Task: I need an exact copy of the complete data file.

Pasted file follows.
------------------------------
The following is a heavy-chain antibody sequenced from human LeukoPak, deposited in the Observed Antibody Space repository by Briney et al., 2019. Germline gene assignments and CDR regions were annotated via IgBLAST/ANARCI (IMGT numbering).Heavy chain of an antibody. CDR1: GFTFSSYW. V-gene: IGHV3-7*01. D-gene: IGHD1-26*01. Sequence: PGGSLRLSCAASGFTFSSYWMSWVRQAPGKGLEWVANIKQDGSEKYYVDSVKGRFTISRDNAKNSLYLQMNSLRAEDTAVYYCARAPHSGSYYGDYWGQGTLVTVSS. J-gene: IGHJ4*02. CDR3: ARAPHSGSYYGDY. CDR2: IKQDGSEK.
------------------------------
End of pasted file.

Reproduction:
The following is a heavy-chain antibody sequenced from human LeukoPak, deposited in the Observed Antibody Space repository by Briney et al., 2019. Germline gene assignments and CDR regions were annotated via IgBLAST/ANARCI (IMGT numbering).Heavy chain of an antibody. CDR1: GFTFSSYW. V-gene: IGHV3-7*01. D-gene: IGHD1-26*01. Sequence: PGGSLRLSCAASGFTFSSYWMSWVRQAPGKGLEWVANIKQDGSEKYYVDSVKGRFTISRDNAKNSLYLQMNSLRAEDTAVYYCARAPHSGSYYGDYWGQGTLVTVSS. J-gene: IGHJ4*02. CDR3: ARAPHSGSYYGDY. CDR2: IKQDGSEK.